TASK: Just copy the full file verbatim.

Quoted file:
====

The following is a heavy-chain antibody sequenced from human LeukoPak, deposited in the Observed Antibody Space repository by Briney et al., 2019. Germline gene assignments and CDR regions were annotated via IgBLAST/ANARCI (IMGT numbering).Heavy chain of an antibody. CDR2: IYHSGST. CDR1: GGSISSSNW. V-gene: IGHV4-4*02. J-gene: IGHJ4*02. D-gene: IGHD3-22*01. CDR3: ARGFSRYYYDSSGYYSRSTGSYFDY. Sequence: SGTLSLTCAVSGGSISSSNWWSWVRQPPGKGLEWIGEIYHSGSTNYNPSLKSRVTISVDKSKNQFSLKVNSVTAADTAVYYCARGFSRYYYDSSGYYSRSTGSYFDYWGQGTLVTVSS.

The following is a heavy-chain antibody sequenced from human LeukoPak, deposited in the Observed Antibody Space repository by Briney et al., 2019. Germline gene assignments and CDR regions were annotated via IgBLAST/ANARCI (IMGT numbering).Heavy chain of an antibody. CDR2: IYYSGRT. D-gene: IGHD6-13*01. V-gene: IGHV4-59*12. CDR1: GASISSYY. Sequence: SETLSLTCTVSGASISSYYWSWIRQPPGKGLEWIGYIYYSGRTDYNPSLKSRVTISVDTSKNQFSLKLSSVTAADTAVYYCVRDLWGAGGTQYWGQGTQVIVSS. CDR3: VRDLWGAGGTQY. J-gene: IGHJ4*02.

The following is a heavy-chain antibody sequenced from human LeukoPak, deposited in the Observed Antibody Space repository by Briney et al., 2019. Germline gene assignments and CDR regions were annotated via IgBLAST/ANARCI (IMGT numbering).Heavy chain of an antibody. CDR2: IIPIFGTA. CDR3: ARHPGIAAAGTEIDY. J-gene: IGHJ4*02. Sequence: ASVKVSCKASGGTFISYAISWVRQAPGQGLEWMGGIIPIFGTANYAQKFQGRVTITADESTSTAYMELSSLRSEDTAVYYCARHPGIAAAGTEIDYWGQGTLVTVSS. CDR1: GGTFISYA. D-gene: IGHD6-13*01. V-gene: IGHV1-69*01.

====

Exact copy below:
The following is a heavy-chain antibody sequenced from human LeukoPak, deposited in the Observed Antibody Space repository by Briney et al., 2019. Germline gene assignments and CDR regions were annotated via IgBLAST/ANARCI (IMGT numbering).Heavy chain of an antibody. CDR2: IYHSGST. CDR1: GGSISSSNW. V-gene: IGHV4-4*02. J-gene: IGHJ4*02. D-gene: IGHD3-22*01. CDR3: ARGFSRYYYDSSGYYSRSTGSYFDY. Sequence: SGTLSLTCAVSGGSISSSNWWSWVRQPPGKGLEWIGEIYHSGSTNYNPSLKSRVTISVDKSKNQFSLKVNSVTAADTAVYYCARGFSRYYYDSSGYYSRSTGSYFDYWGQGTLVTVSS.

The following is a heavy-chain antibody sequenced from human LeukoPak, deposited in the Observed Antibody Space repository by Briney et al., 2019. Germline gene assignments and CDR regions were annotated via IgBLAST/ANARCI (IMGT numbering).Heavy chain of an antibody. CDR2: IYYSGRT. D-gene: IGHD6-13*01. V-gene: IGHV4-59*12. CDR1: GASISSYY. Sequence: SETLSLTCTVSGASISSYYWSWIRQPPGKGLEWIGYIYYSGRTDYNPSLKSRVTISVDTSKNQFSLKLSSVTAADTAVYYCVRDLWGAGGTQYWGQGTQVIVSS. CDR3: VRDLWGAGGTQY. J-gene: IGHJ4*02.

The following is a heavy-chain antibody sequenced from human LeukoPak, deposited in the Observed Antibody Space repository by Briney et al., 2019. Germline gene assignments and CDR regions were annotated via IgBLAST/ANARCI (IMGT numbering).Heavy chain of an antibody. CDR2: IIPIFGTA. CDR3: ARHPGIAAAGTEIDY. J-gene: IGHJ4*02. Sequence: ASVKVSCKASGGTFISYAISWVRQAPGQGLEWMGGIIPIFGTANYAQKFQGRVTITADESTSTAYMELSSLRSEDTAVYYCARHPGIAAAGTEIDYWGQGTLVTVSS. CDR1: GGTFISYA. D-gene: IGHD6-13*01. V-gene: IGHV1-69*01.